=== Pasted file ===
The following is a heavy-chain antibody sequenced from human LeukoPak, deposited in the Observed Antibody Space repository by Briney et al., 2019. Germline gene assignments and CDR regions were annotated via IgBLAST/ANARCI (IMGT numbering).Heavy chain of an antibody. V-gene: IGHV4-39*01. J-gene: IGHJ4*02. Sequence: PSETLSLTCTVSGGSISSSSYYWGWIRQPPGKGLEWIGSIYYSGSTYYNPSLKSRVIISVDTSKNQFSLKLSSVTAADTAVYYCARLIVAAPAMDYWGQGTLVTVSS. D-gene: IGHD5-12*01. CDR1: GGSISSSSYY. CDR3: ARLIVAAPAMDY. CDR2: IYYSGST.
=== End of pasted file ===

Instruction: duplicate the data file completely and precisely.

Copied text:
The following is a heavy-chain antibody sequenced from human LeukoPak, deposited in the Observed Antibody Space repository by Briney et al., 2019. Germline gene assignments and CDR regions were annotated via IgBLAST/ANARCI (IMGT numbering).Heavy chain of an antibody. V-gene: IGHV4-39*01. J-gene: IGHJ4*02. Sequence: PSETLSLTCTVSGGSISSSSYYWGWIRQPPGKGLEWIGSIYYSGSTYYNPSLKSRVIISVDTSKNQFSLKLSSVTAADTAVYYCARLIVAAPAMDYWGQGTLVTVSS. D-gene: IGHD5-12*01. CDR1: GGSISSSSYY. CDR3: ARLIVAAPAMDY. CDR2: IYYSGST.